WTM played a pretty routine set list, dropped in a cover of “Let’s Dance” (another personal favorite of mine, so I performed my patented sporadic-seizure dance) and closed with their big tune, Esquire’s Song of the Summer, “Anna Sun.” Not a single person was standing still. The band members gave shout-outs to all of their Cincinnati and Tri-State area fans that had made the trek and seemed genuinely grateful to be up on that big stage. It was a very cool moment, and at the end of their set, they all hugged each other in the wings. Recently signed to RCA (and currently in the studio recording their major-label debut), you can expect huge things very soon from these hometown boys.
At this point, the overcast skies gave way to a light rain shower, and I was glad to have brought my umbrella.
Rule No. 3 of Lollapalooza: Always. Bring. An. Umbrella.
I popped the umbrella open and made my way to the edge of the metal walkway the Lolla people had so conveniently put down on the grass in the field to watch Phantogram. In another case of me missing a band when they came through Cincinnati (the band played last year’s Midpoint Music Festival and Monday of last week), I was stoked to catch the group at Lollapalooza. Their Electronic/Trance/Indie Rock sound definitely worked well with the drizzling rain that was coming down, combined with vocalist Sarah Barthel’s ethereal, dream-like ambience and the mysterious urgency of the bass and guitars. It was a great and interesting set.
The sun reappeared shortly thereafter, and I scurried over to the Playstation stage (on the other side of the world) to catch The Black Lips. They were surrounded by a massive crowd, so I stood perched by the sound tent, getting a serious contact high from the loads of weed being burned, but not really getting into the Lips' crunchy, lo-fi Surf Rock. I was glad to have seen them, but not blown away.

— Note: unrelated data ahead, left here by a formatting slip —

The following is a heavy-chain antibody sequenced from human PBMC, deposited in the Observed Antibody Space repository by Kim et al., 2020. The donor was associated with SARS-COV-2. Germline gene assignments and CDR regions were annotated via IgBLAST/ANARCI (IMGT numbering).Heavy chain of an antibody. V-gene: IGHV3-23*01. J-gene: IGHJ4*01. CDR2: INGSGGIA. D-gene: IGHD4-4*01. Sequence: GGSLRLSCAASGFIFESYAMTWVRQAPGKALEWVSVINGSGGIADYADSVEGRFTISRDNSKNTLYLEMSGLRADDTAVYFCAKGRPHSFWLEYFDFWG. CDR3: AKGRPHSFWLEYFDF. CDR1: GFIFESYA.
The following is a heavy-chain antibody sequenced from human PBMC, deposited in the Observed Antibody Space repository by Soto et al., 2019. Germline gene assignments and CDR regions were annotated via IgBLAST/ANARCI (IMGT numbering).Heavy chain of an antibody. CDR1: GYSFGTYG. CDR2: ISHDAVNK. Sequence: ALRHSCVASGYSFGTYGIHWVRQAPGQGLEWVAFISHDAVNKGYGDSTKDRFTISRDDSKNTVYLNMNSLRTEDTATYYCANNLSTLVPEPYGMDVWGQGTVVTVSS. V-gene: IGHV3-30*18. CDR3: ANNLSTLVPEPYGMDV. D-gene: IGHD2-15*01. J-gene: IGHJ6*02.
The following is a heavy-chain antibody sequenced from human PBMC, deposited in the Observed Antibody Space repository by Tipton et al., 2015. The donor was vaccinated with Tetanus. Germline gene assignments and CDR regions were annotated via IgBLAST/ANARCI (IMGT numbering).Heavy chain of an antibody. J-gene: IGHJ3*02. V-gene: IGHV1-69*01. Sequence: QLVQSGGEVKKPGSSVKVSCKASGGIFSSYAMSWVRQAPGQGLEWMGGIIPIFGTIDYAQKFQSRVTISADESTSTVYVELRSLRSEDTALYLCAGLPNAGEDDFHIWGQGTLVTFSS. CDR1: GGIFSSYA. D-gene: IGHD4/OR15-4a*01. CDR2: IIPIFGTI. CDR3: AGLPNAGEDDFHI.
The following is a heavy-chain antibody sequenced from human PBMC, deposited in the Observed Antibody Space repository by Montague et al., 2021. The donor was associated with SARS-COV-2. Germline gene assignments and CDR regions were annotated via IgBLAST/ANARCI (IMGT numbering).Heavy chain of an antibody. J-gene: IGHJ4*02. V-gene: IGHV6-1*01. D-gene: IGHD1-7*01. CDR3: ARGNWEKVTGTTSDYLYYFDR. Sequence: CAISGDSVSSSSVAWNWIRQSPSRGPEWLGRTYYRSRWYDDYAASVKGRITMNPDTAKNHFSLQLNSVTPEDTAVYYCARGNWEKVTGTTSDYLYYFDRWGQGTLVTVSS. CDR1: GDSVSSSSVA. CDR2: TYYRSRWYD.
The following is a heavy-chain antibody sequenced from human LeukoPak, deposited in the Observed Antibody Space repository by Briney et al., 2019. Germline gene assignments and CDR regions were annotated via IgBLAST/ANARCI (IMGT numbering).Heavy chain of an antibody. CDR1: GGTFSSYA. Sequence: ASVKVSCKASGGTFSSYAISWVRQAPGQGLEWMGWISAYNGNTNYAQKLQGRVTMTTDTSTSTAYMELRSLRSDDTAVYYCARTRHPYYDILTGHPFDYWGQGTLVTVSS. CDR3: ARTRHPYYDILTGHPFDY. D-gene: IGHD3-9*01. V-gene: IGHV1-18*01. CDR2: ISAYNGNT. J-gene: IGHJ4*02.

Next, I made a fun discovery at the Google-Plus stage. New England-based band Dom (pictured above) played Indie Rock drenched in synth and reverb, with a cunning Surf/Garage edge and layered percussion to help set them apart. They did a ridiculously good cover of The Cure’s “Boys Don’t Cry” and their slightly snarky, winking personalities pervaded every note. I highly recommend checking them out, particularly their song “Living In America.” The video for the song (below) is particularly appealing, with an Instagram-like production quality and lots of indulgent, middle American, suburban youth behavior.
Mercifully for my poor feet, Death From Above 1979 was playing nearby at the Bud Light stage. A friend had told me that if I missed them we could no longer be friends (and she’s a good friend, so I didn’t want to risk it), so I stopped by the edge of the huge crowd to observe.
The drummer is the lead singer, which was the first thing that threw me for a loop about DFA79. He was dressed in all white, with bleached platinum hair, and the guitarist in all black, which was a cool contrast that also translated to their music. Great dynamics, build-ups, break downs, lots of synth and noise-rock sensibilities filled the entire park. I was impressed that two skinny dudes could create so much controlled chaotic sound.